I’ve been asked by a bunch of people how my border collie puppy Tai differs from my shelties. Of course, he’s only just 3 months old so it’s still early days but the most obvious answer is “He’s BIGGER”. In fact, it appear he’s going to be on the larger size of the border collie range judging from his “mitts”. He blew past my petite sheltie Breeze a few weeks ago and has also edged past my more moderate size sheltie Lacey and is quickly moving on up. And he’s exhibiting stronger herding behavior as you might expect.
The other indicator of the difference between Tai and our shelties is the nickname my husband has given him. Lacey became “Lu Lu Bell”, Breeze became “Twinkie Toes”. Then there is the moniker my husband chose for Tai — He affectionately refers to him as “Demon Dog”. Yes, he sometimes seems rather devilish, in a sweet sort of way and if Breeze could talk this would be the most polite way he would ever refer to Tai. But really he’s just a normal BC puppy – busy, curious and of course, bigger. So he can get into more stuff and boy, does he. Whenever I forget to close my closet door…he manages to find my most expensive shoes first. Why is that?
On our recent road trip to a 3-day USDAA trial in Virginia, Tai spent a lot of time in his crate and had very little freedom to run around. On leash (of course) at the trial site. Small hotel room. Late days so no opportunity to find a park. You get the picture. The solution? Crate games, hand targets, and Sit-tug-Sit games in the hotel room. What a difference a little mental activity can make to a border collie.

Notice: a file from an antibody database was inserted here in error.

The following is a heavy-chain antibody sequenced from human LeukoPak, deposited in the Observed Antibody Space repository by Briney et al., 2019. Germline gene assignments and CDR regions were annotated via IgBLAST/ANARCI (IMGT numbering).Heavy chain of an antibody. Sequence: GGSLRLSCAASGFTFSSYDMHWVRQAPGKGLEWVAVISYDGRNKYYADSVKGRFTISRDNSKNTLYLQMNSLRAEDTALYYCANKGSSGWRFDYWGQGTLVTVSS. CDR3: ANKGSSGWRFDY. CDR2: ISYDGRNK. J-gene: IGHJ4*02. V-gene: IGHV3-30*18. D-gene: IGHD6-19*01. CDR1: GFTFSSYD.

When we arrived back home at 1:30 am, my husband crashed in bed (he had done all the driving) and the puppy (and the shelties) reveled in being back home. The puppy ran from one end of the house to the other, playing chase games with Breeze and reacquainted himself with his favorite toys. After a few hours of sleep (in the crate again!), we were all up early (except my husband) and there was still a lot of pent up energy.
But then a curious thing happened. For the first time, 10 yr old Lacey engaged with a long play session with Tai. It was fun to watch. Tai was up for the mouthing games that shelties like to do and they tugged and tugged together. I guess there was a built up need to play after all that confined time. Who would have thought.